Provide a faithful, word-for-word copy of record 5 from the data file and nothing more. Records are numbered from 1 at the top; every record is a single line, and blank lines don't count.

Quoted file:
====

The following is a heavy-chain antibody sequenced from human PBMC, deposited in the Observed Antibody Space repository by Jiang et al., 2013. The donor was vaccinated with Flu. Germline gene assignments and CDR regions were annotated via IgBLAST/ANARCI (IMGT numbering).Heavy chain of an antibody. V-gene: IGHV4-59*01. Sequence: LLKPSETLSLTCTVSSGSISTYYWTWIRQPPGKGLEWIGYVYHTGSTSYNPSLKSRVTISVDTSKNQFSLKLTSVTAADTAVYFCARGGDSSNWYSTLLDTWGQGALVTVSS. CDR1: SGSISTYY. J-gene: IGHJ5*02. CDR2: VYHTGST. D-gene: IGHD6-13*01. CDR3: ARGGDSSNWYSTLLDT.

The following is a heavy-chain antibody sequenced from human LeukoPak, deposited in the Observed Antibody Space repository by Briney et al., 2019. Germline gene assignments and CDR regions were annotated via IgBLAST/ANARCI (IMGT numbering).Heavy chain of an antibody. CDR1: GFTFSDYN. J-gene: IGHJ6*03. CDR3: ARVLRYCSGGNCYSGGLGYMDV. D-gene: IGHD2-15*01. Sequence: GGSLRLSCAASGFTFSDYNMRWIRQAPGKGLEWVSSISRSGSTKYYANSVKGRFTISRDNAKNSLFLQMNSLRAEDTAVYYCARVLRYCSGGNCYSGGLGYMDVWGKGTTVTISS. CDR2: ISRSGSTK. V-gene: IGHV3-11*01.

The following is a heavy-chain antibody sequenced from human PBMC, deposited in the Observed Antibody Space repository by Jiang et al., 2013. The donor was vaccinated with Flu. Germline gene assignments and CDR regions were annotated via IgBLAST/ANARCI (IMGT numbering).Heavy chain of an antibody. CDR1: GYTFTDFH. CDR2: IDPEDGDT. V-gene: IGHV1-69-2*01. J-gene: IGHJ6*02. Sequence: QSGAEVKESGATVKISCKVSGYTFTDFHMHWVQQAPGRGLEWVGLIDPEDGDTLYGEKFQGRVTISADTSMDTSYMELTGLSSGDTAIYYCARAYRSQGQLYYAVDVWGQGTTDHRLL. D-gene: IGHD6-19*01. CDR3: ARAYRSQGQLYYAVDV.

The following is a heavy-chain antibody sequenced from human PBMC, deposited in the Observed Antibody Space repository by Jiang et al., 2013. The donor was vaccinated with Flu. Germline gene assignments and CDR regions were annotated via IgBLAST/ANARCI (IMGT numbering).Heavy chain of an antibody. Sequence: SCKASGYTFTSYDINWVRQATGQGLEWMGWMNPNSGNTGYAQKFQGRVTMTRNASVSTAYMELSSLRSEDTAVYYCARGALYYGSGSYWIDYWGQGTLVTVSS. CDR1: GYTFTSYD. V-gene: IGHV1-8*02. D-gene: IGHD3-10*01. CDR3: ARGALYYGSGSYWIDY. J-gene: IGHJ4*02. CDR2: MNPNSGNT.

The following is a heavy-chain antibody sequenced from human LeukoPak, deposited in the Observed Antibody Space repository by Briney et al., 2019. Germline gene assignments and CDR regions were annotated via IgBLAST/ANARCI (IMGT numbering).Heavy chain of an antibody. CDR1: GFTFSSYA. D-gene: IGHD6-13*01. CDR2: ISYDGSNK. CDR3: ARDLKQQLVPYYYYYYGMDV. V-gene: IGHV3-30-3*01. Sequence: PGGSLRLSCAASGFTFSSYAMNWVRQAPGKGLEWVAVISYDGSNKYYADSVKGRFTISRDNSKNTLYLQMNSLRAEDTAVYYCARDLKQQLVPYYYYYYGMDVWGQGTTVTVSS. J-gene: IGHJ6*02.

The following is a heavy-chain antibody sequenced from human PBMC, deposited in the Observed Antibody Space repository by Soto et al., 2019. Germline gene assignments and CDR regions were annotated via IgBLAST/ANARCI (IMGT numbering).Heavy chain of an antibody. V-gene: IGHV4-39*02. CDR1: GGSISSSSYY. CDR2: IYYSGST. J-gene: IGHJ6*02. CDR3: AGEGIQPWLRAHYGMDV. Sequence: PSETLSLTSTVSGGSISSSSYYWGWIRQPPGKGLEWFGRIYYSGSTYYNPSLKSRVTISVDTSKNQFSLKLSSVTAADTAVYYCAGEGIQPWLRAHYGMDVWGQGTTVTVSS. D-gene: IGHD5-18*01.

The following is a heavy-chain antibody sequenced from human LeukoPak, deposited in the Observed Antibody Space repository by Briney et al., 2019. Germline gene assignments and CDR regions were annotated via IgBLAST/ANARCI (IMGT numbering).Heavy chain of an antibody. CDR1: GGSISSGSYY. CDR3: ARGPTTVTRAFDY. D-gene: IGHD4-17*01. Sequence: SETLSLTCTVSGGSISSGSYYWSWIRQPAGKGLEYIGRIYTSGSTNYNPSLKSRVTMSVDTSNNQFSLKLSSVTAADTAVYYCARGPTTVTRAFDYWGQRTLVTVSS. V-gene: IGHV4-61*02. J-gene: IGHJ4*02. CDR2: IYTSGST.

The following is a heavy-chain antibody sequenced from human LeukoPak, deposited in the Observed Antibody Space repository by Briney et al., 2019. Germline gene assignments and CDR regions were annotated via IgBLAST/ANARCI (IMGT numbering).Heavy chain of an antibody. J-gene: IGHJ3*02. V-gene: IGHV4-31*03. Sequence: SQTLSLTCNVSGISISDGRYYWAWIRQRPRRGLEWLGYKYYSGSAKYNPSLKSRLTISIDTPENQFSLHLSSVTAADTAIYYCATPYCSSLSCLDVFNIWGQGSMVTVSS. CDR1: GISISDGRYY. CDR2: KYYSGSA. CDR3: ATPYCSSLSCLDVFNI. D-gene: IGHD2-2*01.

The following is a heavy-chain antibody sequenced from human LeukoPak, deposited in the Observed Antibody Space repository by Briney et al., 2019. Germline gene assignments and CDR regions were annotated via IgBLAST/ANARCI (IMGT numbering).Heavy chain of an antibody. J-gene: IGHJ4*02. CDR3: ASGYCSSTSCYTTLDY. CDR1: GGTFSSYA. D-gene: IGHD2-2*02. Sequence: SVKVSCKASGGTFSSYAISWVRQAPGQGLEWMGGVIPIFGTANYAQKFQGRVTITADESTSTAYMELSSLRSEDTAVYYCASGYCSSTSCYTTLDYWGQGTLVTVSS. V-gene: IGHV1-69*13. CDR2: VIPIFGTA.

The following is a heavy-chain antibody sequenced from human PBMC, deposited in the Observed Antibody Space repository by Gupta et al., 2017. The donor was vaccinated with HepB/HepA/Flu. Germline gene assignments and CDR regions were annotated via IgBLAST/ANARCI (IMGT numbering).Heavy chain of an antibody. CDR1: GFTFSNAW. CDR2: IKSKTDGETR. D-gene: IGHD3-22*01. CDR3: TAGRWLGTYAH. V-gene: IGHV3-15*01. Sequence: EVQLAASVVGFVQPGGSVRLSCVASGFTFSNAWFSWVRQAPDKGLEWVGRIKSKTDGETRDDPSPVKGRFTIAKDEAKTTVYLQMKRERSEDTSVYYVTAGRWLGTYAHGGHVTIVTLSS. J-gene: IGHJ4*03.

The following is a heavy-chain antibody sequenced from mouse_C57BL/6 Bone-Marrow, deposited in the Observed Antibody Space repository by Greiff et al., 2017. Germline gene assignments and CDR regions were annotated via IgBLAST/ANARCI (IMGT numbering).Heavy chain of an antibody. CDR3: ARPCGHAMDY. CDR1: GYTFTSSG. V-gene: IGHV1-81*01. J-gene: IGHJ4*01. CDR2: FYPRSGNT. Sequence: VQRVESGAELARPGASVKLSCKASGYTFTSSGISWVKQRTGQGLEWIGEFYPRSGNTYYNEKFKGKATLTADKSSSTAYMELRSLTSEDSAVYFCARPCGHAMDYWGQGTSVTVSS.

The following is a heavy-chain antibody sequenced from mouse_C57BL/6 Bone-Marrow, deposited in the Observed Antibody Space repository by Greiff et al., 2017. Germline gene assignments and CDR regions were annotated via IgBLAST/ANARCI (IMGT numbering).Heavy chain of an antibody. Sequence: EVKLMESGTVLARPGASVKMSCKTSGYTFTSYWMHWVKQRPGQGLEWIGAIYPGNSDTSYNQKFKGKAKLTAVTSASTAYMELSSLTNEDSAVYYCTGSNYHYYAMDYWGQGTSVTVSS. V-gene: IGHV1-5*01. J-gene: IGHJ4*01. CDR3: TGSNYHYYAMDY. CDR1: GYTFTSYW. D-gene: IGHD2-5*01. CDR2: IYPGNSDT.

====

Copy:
The following is a heavy-chain antibody sequenced from human LeukoPak, deposited in the Observed Antibody Space repository by Briney et al., 2019. Germline gene assignments and CDR regions were annotated via IgBLAST/ANARCI (IMGT numbering).Heavy chain of an antibody. CDR1: GFTFSSYA. D-gene: IGHD6-13*01. CDR2: ISYDGSNK. CDR3: ARDLKQQLVPYYYYYYGMDV. V-gene: IGHV3-30-3*01. Sequence: PGGSLRLSCAASGFTFSSYAMNWVRQAPGKGLEWVAVISYDGSNKYYADSVKGRFTISRDNSKNTLYLQMNSLRAEDTAVYYCARDLKQQLVPYYYYYYGMDVWGQGTTVTVSS. J-gene: IGHJ6*02.